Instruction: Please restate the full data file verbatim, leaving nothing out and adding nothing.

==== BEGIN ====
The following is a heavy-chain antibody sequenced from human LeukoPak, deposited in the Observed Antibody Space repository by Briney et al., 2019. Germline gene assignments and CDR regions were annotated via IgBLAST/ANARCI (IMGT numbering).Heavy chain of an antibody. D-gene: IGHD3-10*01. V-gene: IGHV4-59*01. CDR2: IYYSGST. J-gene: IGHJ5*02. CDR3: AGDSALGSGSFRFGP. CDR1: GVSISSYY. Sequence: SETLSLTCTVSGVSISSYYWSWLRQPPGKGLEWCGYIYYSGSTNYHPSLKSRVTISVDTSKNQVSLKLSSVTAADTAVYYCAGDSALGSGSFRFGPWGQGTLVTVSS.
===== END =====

The following is a heavy-chain antibody sequenced from human LeukoPak, deposited in the Observed Antibody Space repository by Briney et al., 2019. Germline gene assignments and CDR regions were annotated via IgBLAST/ANARCI (IMGT numbering).Heavy chain of an antibody. D-gene: IGHD3-10*01. V-gene: IGHV4-59*01. CDR2: IYYSGST. J-gene: IGHJ5*02. CDR3: AGDSALGSGSFRFGP. CDR1: GVSISSYY. Sequence: SETLSLTCTVSGVSISSYYWSWLRQPPGKGLEWCGYIYYSGSTNYHPSLKSRVTISVDTSKNQVSLKLSSVTAADTAVYYCAGDSALGSGSFRFGPWGQGTLVTVSS.